Law in Contemporary Society

Damn the Torpedoes, Proceed Ahead Cautiously and Periodically Check Your Progress.

-- By SamMatthews - 12 Mar 2017

In an address to the BYU student body entitled The Moral Dilemma of Doing Good, Paul Eastman, professor of mechanical engineering, related the story of a student project to design and build a rocket to be evaluated at an Air Force testing facility. The engine fired, the launch pad filled with smoke, but no rocket emerged from the cloud. When the smoke cleared, the charred husk of their project lay immobile where it had been placed. Consoled by Air Force engineers, who assured them that multi-million dollar projects often perform similarly, the students began to wonder, “If we’d worked a little harder, run another simulation, could this have been avoided?” To Eastman, this was a metaphor for our efforts at social action: we are often faced with uncertainty as to the success (or even the merit) of our efforts, but must proceed ahead regardless.

A Scientific Approach to Uncertainty

Scientists are often caricatured as rigidly dogmatic and blind to nuance. “You can’t analyze that scientifically” seems to be code for “there are no clear answers.” Admittedly, science does have a problem with dogmatism. This may, as Imre Lakatos theorized, be a relic of the theological origins of modern science. If your conjectures about God and the Devil were wrong, you risked eternal damnation. Enlightenment philosophers rejected this, but science was then handed the task previously reserved for the Church: prove propositions beyond doubt. There may also be a selection effect: nuanced scientific discoveries can’t compete with Richard Dawkins for front page coverage.

Notwithstanding this reputation, I submit that science, on balance, has a robust approach to uncertainty and ambiguity. Science leans heavily on metaphorical reasoning to conceptualize alien ideas (what could be more ambiguous than wave-particle duality?) and while pop-science articles may not capture the nuance, scientists are keenly aware of the limits of their metaphors. Nuclear Magnetic Resonance, or NMR, is the science underlying MRI machines. It exploits the behavior of protons in a magnetic field. Protons are imagined as positively-charged balls which spin along an axis. We’ve known for more than a century that when a charged ball spins, it creates a magnetic field, as if its axis were a magnet. When that magnet is placed in a larger magnetic field the axis aligns with the field (imagine two bar magnets aligning when they get close). And when you suddenly change the direction of the field, the ball of charge begins to wobble like a spinning top.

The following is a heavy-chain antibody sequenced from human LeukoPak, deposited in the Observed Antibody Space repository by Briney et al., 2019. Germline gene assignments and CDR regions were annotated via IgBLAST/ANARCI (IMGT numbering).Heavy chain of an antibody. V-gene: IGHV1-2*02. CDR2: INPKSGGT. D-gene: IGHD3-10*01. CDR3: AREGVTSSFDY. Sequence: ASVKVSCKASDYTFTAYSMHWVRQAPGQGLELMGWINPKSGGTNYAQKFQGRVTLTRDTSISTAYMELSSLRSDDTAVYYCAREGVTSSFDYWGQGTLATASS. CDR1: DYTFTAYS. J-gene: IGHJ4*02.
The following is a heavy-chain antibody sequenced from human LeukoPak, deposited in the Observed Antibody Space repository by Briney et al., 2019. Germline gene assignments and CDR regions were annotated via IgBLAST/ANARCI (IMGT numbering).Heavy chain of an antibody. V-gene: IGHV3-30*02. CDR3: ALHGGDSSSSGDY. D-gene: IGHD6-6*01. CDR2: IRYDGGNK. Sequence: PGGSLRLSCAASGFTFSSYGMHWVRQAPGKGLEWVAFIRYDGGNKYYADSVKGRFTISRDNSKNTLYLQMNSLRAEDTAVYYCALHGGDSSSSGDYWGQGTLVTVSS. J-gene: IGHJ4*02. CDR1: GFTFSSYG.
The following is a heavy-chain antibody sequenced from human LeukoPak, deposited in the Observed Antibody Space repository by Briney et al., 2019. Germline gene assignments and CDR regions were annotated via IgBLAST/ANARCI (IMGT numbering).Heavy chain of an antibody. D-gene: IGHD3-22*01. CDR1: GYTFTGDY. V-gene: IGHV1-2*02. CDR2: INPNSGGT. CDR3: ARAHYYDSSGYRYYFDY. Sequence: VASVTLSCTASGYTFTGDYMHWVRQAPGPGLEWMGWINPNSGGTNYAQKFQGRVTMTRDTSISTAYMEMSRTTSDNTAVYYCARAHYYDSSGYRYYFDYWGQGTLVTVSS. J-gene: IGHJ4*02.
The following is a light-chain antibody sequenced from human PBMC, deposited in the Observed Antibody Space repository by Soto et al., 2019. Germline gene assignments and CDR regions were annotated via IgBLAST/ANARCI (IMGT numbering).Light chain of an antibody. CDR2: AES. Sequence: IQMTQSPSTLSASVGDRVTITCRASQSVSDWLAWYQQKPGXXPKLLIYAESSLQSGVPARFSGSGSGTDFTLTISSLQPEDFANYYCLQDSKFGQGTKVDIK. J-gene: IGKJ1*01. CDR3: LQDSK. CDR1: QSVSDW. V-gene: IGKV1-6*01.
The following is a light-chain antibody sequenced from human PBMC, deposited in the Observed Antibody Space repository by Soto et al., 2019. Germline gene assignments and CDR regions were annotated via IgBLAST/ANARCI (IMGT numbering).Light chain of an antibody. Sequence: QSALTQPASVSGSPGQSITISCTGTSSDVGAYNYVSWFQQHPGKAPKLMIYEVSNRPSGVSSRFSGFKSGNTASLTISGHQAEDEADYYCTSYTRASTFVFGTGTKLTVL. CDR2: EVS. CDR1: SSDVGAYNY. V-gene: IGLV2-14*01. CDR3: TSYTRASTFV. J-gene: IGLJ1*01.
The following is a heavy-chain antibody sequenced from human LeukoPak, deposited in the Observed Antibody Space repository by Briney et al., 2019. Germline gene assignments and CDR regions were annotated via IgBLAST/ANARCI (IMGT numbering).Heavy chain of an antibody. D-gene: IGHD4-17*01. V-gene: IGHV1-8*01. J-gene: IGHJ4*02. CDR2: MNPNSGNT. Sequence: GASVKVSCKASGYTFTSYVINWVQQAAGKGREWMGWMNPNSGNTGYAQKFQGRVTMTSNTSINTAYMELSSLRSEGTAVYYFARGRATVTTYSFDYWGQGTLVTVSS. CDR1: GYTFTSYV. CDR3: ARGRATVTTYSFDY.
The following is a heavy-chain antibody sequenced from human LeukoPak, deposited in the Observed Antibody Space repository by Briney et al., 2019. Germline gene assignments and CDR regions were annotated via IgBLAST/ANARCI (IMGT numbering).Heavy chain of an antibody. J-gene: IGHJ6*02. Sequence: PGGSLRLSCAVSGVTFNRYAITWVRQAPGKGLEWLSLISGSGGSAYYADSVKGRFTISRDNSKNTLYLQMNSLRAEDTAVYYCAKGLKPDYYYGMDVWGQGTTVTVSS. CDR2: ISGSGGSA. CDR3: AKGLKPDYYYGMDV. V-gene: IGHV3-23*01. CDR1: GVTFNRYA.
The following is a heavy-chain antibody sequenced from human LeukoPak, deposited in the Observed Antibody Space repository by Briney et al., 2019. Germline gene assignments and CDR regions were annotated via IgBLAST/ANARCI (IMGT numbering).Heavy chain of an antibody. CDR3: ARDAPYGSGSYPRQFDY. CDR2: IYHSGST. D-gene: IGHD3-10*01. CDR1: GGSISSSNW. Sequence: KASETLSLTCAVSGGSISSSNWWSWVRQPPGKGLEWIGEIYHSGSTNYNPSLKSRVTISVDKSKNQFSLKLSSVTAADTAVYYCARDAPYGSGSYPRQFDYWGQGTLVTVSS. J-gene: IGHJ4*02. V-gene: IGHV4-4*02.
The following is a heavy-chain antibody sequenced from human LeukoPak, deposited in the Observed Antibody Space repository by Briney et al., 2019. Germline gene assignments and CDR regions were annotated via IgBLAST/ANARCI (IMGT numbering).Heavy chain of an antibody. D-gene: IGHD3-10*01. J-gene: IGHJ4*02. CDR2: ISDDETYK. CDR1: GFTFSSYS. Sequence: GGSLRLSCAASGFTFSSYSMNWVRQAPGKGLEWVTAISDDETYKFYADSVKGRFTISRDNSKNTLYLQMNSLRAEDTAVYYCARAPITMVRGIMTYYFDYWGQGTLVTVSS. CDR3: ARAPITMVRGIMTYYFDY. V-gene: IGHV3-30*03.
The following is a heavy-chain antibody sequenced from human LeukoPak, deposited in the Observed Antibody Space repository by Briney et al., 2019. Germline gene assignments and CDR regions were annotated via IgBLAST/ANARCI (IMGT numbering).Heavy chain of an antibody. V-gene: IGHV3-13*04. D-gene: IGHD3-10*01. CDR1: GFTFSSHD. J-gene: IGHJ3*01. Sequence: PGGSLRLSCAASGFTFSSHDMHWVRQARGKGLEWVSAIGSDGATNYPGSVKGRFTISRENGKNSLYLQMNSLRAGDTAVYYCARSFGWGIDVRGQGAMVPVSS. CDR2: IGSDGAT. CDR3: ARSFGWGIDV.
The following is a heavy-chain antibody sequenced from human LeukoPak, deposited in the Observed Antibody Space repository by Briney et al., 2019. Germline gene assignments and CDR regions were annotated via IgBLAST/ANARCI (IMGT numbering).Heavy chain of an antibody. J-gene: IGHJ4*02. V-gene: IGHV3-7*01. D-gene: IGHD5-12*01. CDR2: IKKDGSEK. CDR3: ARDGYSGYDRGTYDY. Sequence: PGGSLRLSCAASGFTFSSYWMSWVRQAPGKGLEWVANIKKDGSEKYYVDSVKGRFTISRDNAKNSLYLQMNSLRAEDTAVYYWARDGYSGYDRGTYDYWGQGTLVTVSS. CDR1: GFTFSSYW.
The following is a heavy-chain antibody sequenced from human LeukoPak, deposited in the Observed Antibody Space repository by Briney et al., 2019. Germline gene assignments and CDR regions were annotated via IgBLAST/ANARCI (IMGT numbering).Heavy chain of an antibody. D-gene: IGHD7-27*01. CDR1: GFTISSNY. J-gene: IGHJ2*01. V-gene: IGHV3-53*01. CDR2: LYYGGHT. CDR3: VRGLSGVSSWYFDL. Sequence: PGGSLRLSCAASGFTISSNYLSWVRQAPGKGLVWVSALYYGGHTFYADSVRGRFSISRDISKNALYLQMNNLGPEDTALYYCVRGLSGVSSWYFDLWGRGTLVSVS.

All of this is well characterized and (apparently) well-understood. But here’s the kicker: We know the charge of a proton. We know the strength of the magnetic it makes by spinning. We can therefore calculate how fast it’s spinning, and when we do, we discover that the surface of the proton is traveling faster than the speed of light, which is impossible (according to our current understanding of relativity). According to everything we know about physics, the magnetic moment generated by a proton can’t be coming from the proton spinning. The statistician George Box once said, “all models are wrong, but some are useful.” When doing NMR, ignore the fact that spinning protons are impossible, and your model is quite useful.